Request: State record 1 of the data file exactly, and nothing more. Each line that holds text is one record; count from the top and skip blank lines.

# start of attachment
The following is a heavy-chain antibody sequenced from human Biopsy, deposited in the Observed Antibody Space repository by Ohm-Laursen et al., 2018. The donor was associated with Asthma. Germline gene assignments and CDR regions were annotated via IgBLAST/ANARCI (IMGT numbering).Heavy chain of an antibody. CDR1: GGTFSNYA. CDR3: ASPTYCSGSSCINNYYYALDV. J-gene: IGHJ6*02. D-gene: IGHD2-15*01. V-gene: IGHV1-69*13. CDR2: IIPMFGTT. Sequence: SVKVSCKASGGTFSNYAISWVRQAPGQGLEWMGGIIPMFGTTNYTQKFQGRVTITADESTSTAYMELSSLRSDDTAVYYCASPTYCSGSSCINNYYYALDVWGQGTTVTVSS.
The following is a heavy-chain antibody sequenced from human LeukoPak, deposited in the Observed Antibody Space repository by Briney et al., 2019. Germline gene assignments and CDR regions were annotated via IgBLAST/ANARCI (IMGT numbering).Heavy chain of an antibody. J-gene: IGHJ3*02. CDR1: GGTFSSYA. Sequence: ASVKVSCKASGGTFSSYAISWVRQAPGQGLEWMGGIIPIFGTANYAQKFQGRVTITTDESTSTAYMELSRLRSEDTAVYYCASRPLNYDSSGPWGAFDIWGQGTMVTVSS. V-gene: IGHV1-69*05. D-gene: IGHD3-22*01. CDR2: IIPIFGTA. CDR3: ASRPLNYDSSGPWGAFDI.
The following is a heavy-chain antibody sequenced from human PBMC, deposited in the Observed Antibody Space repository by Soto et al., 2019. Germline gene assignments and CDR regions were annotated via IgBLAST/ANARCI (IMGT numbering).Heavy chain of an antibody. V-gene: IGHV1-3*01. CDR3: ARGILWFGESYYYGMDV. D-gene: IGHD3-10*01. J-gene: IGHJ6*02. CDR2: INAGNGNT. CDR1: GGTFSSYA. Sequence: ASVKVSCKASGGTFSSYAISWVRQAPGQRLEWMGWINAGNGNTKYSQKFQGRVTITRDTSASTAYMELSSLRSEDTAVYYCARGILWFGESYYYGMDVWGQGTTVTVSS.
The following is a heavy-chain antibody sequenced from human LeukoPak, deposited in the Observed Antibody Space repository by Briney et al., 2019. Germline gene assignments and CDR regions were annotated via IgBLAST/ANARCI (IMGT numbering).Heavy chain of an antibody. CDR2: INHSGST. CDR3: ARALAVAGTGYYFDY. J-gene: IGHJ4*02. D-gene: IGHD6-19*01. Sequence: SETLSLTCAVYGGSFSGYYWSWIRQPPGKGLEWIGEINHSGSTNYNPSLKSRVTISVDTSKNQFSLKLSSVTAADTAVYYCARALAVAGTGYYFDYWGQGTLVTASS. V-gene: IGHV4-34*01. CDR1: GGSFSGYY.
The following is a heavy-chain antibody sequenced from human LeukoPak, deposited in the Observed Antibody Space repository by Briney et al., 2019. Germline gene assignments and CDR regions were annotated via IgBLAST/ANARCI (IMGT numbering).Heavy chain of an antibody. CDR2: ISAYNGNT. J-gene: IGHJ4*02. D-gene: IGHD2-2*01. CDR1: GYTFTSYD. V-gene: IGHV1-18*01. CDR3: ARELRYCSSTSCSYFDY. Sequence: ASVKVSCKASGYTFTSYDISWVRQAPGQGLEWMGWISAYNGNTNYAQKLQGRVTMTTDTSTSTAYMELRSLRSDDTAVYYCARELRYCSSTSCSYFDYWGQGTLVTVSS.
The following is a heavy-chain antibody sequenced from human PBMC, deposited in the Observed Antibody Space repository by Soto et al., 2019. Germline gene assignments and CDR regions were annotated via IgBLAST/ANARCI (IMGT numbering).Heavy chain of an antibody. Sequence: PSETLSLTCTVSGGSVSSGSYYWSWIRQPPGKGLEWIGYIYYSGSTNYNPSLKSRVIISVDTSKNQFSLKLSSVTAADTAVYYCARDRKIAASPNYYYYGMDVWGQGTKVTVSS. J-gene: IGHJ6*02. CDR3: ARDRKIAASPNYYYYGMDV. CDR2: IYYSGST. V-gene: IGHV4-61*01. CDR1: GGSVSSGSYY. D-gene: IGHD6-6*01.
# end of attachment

The following is a heavy-chain antibody sequenced from human Biopsy, deposited in the Observed Antibody Space repository by Ohm-Laursen et al., 2018. The donor was associated with Asthma. Germline gene assignments and CDR regions were annotated via IgBLAST/ANARCI (IMGT numbering).Heavy chain of an antibody. CDR1: GGTFSNYA. CDR3: ASPTYCSGSSCINNYYYALDV. J-gene: IGHJ6*02. D-gene: IGHD2-15*01. V-gene: IGHV1-69*13. CDR2: IIPMFGTT. Sequence: SVKVSCKASGGTFSNYAISWVRQAPGQGLEWMGGIIPMFGTTNYTQKFQGRVTITADESTSTAYMELSSLRSDDTAVYYCASPTYCSGSSCINNYYYALDVWGQGTTVTVSS.